"If you see the dress in shadow against a bright background, you will see it as gold and white. If you see the light as coming round behind you, you will see the dress as blue and black."
More importantly, however, insights gained from studying how the brain figures out color signals in the environment, and how the state of the light affects these perceptions, potentially could help better understand the progression of certain degenerative eye disorders, such as glaucoma and retinitis pigmentosa. NSF supported this work with $324,060 awarded in 2011.
More recently, Maloney received a fellowship from the John Simon Guggenheim Memorial Foundation, which annually supports a diverse group of scholars, artists, and scientists chosen on the basis of prior achievement and exceptional promise. He plans to write a book with working title "The Statistical Brain" detailing how information flows in the brain--or at least what scientists know about it now.
In the NSF-supported color and light studies, his experiments "take place in little virtual environments," using computer graphics, he says. Subjects watch "floating balls and cubes illuminated in ways that the experimenters control," he says. "In the course of trying to figure out the colors of things, they are effectively estimating the illumination. I show you a square. I ask you: does it look bluish or yellowish? You tell me bluish, then I make it yellower. If you say yellow, then I make it bluer." Ultimately, "you will reach the point where you are saying blue or yellow in equal numbers. This gives us a reference point, a surface you consider to be colorless," he explains.
He repeats the exercise with red and green, "until you have a square whether you are equally likely to call blue or yellow or red or green, and it is neutral in appearance. Now the question is: how does your neutral square change when I change the lighting? How does your choice change? We want to show that people are sensitive to light in the environment, and we can measure the light shining on each part of the scene."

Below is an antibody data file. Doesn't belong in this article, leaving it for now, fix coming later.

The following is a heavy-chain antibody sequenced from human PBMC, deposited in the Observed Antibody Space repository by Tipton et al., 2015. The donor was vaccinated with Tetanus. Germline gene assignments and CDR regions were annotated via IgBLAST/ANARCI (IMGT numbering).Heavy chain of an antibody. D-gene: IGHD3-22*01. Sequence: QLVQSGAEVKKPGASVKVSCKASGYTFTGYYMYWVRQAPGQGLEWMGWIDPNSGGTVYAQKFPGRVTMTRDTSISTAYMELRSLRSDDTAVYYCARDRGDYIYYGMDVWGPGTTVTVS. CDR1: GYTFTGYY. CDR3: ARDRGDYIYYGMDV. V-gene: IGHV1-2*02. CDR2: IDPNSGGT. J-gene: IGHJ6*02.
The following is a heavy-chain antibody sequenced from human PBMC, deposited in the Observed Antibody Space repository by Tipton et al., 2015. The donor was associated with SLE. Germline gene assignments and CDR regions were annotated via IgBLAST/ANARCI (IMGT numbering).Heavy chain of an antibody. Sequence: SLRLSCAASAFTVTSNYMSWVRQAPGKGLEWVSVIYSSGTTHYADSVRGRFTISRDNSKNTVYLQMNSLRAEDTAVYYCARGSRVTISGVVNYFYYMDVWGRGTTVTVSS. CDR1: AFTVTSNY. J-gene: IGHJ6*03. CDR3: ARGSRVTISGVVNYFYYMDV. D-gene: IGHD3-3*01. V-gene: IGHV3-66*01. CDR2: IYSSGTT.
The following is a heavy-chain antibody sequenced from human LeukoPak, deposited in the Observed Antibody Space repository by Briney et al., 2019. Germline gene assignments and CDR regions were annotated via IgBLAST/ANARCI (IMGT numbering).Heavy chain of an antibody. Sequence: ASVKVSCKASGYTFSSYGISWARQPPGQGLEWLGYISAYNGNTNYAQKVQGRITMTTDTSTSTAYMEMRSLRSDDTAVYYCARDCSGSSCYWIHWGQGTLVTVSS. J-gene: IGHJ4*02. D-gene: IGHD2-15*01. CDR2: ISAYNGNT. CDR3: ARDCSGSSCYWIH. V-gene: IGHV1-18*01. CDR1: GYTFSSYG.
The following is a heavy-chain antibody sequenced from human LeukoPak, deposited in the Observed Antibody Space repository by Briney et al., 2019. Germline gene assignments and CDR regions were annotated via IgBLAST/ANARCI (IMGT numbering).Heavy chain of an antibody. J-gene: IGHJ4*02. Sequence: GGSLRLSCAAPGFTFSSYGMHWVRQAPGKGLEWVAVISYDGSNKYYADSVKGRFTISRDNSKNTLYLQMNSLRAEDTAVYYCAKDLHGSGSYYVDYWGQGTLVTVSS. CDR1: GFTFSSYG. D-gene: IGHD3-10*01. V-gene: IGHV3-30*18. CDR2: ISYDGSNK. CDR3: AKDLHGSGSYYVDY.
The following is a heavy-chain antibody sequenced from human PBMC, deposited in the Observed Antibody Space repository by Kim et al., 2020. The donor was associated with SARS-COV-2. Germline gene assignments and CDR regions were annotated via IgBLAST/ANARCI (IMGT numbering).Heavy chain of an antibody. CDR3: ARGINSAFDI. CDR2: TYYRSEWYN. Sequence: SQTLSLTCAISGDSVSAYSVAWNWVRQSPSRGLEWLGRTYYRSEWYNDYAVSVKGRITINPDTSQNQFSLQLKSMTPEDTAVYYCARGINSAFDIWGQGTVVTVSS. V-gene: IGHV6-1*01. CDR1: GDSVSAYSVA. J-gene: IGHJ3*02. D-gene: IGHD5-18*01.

The work essentially traces a signal as it moves through the brain.
"Color is a nice, measurable thing," he says. "It's a marvelous signal to trace through the visual system. It's just complicated enough that we can actually keep track of what is happening to it, to figure out how the brain works out the colors we seek out in the environment, and how it is affected by the state of the light."
In applying his findings to eye diseases, researchers could determine whether--and how--individuals compensate and change their eye movements over the course of the illness, he says.
"In effect, we are studying how people relearn to use their vision as it progressively decays," he says. "The key thing is information--and the plasticity of the system. You have information, and you are a biological organism. Parts of our body degrade with time. But in many cases we compensate marvelously. We want to see how we spontaneously reorganize the brain to maximize the information we get from the world."
As for the dress, Maloney himself was in the minority.
"I saw it as brown and blue," he says. "But then I have very few illusions."